A good grooming hygiene routine requires your dog to enjoy a bath every 1 to 2 weeks, or every 4 weeks at a maximum.
As professional groomers, our first responsibility is to your dog's health. It must never be about vanity or looks. And, in our view, dying a dog's hair is more tied to the latter.
Is your friend scratching non-stop, shaking and chewing on his/her skin? Is his/her constant agony driving you nuts? These are the common symptoms of atopic dermatitis in dogs, a big word that refers to an inflammation of the skin caused by an allergen. These symptoms do get worse with time and may become more apparent during specific seasons.
The two usual suspects that may trigger allergic reactions in dogs are food-related allergies and flea bites. To a lesser extent, it may include environmental allergens like pollen, dust, and grass.
Bathing Plan for Atopic Dermatitis in Dogs
Your veterinarian may discuss with you a full hyposensitization treatment. This requires injecting allergens into the skin to identify the allergen(s) causing the sensitivity.
During the treatment, we recommend a regular bathing plan in cold water to help alleviate symptoms. By using high-quality shampoos and conditioners you can bathe your pal as often as 3 times a week. This allows you to provide as much comfort and relief as possible without causing excessive dryness or damage to the coat.
Best shampoos and conditioners for atopic dermatitis include tea tree (melaleuca oils) and eucalyptus.
Your veterinarian may also prescribe some type of medicated shampoo depending on the severity of your pal's condition. This may include an antiseptic-based shampoo like chlorhexidine. If so, twice a week baths are recommended.
It is critical that you stick to your prescribed bathing plan. You can halt noticeable progress by skipping just one session or not following thru until the end.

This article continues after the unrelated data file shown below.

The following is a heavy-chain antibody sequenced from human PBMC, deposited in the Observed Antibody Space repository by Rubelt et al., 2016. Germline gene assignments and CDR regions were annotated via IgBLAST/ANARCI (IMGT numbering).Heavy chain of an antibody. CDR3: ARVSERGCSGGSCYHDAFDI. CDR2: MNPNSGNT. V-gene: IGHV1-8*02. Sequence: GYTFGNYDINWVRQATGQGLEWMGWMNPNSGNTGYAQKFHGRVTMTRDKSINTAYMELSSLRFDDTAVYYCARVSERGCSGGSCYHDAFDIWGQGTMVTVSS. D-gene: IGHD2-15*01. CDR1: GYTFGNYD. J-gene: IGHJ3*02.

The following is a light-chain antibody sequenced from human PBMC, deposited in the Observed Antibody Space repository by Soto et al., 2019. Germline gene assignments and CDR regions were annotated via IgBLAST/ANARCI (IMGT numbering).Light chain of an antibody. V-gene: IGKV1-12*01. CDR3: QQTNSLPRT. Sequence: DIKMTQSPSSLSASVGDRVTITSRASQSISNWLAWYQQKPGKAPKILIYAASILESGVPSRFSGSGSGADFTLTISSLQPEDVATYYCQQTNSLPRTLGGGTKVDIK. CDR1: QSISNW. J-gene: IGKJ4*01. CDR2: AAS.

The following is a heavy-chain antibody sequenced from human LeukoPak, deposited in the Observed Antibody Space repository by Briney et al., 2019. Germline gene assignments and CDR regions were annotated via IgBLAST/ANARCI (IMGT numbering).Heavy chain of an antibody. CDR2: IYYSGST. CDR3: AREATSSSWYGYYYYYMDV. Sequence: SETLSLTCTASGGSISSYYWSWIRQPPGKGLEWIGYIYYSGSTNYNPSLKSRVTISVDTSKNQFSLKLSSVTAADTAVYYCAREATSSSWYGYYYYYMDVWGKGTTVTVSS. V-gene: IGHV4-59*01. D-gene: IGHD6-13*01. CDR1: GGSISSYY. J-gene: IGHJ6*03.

We follow a simpler approach for flea-bite induced dermatitis. First, we recommend you discard and/or disinfect all bedding materials. Second, we proceed to bathe your dog with a high-quality shampoo that is free of toxins and chemical agents.
Our full bathing process includes a thorough skin evaluation. This helps us identify where the fleas may have laid larvae and eggs and on which areas we need to concentrate on. After working in a natural-based solution of citrus shampoo for around 10 minutes, we follow up with a hydrating conditioner to revitalize the skin. This formula also rejuvenates the coat since citrus can strip away natural oils.
It is important to consider the use of pest-control devices like collars and environmental sprays to prevent reinfestation.
photo credit: Donnie Ray Jones
Plum continues to be a popular option for self-serve dog wash shampoos and here are the reasons why.
How can you get oil and water ingredients to mix in dog shampoo? If for example a manufacturer wishes to add an essential oil to their product, they would use this stabilizing agent to allow the oil to dissolve with other ingredients, including water.
This is where polysorbates enter the picture. In its natural form, a polysorbate is a harmless sugar alcohol (a sorbitol). However, it becomes a dangerous agent when it is treated with ethylene oxide.
The name you see in a dog shampoo's ingredients list will have the word "polysorbate" followed by a number. This number is critical as it informs how much ethylene oxide was used to treat the natural sugar in its original form. The higher the number, the more parts of ethylene oxide it has been treated with and therefore higher toxicity.
The main concern arises as 1,4-dioxane is created as a by-product of this treatment with ethylene oxide. 1,4-dioxane is a known animal carcinogen that can be absorbed thru the skin and result in developmental and reproductive toxicity, not to mention irrevocable skin damage and allergies.
Avoid buying dog shampoos and conditioners that contain any reference to polysorbates or "ethoxylated" ingredients.